GEORGETOWN, Guyana--“The decision of the President to act unilaterally and independently of the submissions of the Leader of the Opposition poses a clear threat to democracy and will inevitably divide the nation and lead to economic instability. It is a dangerous decision.”

BEIJING--China's unemployment rate has hit its lowest point in multiple years at 3.95 percent by the end of September, but employment still face challenges as the economy pushes ahead with structural reforms, China's labour ministry said on Sunday.

BAGHDAD--Saudi Oil Minister Khalid al-Falih made a high profile visit to Iraq on Saturday, calling for increased economic cooperation and praising existing coordination to boost crude oil prices.

LONDON--A personal letter found on the body of a man killed in the sinking of the Titanic sold at auction on Saturday for 126,000 pounds ($166,000), a record price for correspondence from the doomed liner.

HAVANA--A play parodying the lengths some Cubans will go to in order to earn a few tourist dollars set against the backdrop of socially critical graffiti is adding punch to Havana’s annual theater festival.

WASHINGTON--The U.S government issued a rare public warning that sophisticated hackers are targeting energy and industrial firms, the latest sign that cyber attacks present an increasing threat to the power industry and other public infrastructure.

NEW YORK--There were only a few minutes left before baggage carousel No. 4 jolted to life at John F. Kennedy International Airport, soon to be ringed with people coming from Puerto Rico on one-way tickets they never would have bought if not for the hurricane.

MILAN--Two wealthy regions of northern Italy voted overwhelmingly on Sunday for greater autonomy in referendums that could fan regional tensions in Europe at a time when Spain is striving to prevent Catalonia from breaking away.

TOKYO--Japanese Prime Minister Shinzo Abe's ruling bloc scored a big win in Sunday's election, bolstering his chance of becoming the nation's longest-serving premier and re-energising his push to revise the pacifist constitution.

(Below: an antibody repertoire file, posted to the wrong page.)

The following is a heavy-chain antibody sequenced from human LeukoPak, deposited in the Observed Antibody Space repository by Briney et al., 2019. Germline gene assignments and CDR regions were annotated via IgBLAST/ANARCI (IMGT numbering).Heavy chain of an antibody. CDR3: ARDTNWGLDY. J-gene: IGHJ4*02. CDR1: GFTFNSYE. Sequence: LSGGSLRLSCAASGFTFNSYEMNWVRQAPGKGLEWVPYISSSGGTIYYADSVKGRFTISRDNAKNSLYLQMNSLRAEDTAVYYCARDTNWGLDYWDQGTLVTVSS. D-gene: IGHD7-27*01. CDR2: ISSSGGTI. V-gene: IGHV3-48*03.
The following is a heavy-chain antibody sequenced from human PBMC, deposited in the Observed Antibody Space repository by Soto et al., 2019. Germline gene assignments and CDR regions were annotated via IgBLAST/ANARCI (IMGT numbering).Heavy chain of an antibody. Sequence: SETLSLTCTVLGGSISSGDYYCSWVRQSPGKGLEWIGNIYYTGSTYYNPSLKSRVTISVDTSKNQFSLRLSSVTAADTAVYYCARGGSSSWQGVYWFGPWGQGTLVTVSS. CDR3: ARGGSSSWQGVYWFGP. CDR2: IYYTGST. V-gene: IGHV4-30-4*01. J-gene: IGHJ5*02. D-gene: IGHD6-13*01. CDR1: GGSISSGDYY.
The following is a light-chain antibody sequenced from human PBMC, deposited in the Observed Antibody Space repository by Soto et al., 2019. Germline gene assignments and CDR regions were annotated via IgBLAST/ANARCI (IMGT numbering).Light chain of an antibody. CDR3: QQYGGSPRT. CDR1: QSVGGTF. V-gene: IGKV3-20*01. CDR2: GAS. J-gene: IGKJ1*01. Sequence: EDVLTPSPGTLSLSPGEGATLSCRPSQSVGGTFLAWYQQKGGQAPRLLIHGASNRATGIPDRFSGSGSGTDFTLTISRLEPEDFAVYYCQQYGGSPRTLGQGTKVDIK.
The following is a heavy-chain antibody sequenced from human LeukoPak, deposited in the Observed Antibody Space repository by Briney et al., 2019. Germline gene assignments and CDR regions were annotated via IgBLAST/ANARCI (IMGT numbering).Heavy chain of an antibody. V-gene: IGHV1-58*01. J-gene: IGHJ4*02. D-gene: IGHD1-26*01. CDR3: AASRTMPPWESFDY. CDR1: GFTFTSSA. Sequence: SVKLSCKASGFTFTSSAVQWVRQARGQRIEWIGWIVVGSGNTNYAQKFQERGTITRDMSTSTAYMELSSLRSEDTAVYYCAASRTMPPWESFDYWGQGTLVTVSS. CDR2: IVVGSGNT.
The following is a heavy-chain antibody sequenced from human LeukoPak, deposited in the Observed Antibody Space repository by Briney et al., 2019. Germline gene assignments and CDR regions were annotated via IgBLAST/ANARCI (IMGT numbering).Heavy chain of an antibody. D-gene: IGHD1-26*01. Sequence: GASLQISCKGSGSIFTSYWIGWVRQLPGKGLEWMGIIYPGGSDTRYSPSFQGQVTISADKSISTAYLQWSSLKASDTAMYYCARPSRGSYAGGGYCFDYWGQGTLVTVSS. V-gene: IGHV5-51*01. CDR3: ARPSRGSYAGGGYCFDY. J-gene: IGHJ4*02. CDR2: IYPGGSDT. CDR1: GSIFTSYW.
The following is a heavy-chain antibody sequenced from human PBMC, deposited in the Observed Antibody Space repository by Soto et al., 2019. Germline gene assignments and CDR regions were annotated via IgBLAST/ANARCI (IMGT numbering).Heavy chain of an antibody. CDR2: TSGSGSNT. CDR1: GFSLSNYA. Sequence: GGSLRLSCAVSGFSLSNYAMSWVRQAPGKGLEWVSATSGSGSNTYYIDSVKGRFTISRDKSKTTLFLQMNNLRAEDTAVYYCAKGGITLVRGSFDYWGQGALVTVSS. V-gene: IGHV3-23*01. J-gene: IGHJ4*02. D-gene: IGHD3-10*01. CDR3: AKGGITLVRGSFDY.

Abe's Liberal Democratic Party-led (LDP) coalition won a combined 312 seats, keeping its two-thirds "super majority" in the 465-member lower house, local media said.

MARIGOT—President of the Collectivité Daniel Gibbs received a visit on Friday from Noël Le Graët, President of the French Football Federation (FFF), who arrived with a delegation from the Football League of Guadeloupe.

MADRID- - A Marco Asensio-inspired Real Madrid crushed Eibar 3-0 to close the gap on La Liga leaders Barcelona to five points on Sunday, with Karim Benzema starting on the bench.

Dear Queenie,
Everyone in my family thinks my sister’s husband is just about perfect and I did too until I saw him in a restaurant with another woman and they were acting like they were more than just co-workers or casual friends.
I feel awful knowing what I saw, but I would feel worse if telling her would break up their marriage.
Queenie, should I tell my sister what I saw?—Ambivalent

Dear Ambivalent,
How would you feel if your positions were reversed? Would you want your sister to tell you what she saw? If you would, tell your sister (tactfully) what you saw. It might actually help to save their marriage.

A few months before Irma, I got a request from the VROMI Minister on his official VROMI Government letterhead (with what appears to be a Black Power fist as part of that official letterhead??), requesting a donation of FLS. 5,000.00 towards a plan to put two very tall flagpoles with huge Miami- dealership-style SXM flags in strategic locations: one on the Bell property above what was once Harold Jack's look-out stand and one in the (now not so) Great Salt Pond, at the combined cost of well over US$ 150,000.00.
The idea was to before November 11, 2017, have a prominent display of our National Flag in places where if people took selfies, the flag would proudly be displayed in the back ground, in an effort to increase National Pride awareness. Nothing wrong in my opinion with the basic premise or idea, but I questioned the huge price tag of this project, knowing all the other more pressing needs of the country. A simpler version, even then (pre-Irma), would send the same message of national local pride.. But now post Irma, with so much suffering throughout the community still very much in play and us as a nation asking third parties to send help and funds to re-build SXM, for our Minister of Infrastructure to press on with this project using taxpayers Guilders is nothing short of ludicrous and irresponsible behavior in my opinion. Unless of course I am missing something and he has gotten 100% private sector funding for his pet project. Then I apologize in advance to the Minister and question the sanity of the lunatics that are providing the cash.

Michael J. Ferrier

Attached is a picture taken at the Ex-Harold Jack location on Saturday October 21, 2017 at around 5:15 PM. Notice the VROMI Dept car and the Minister's dark tinted MR-6 official vehicle at the site.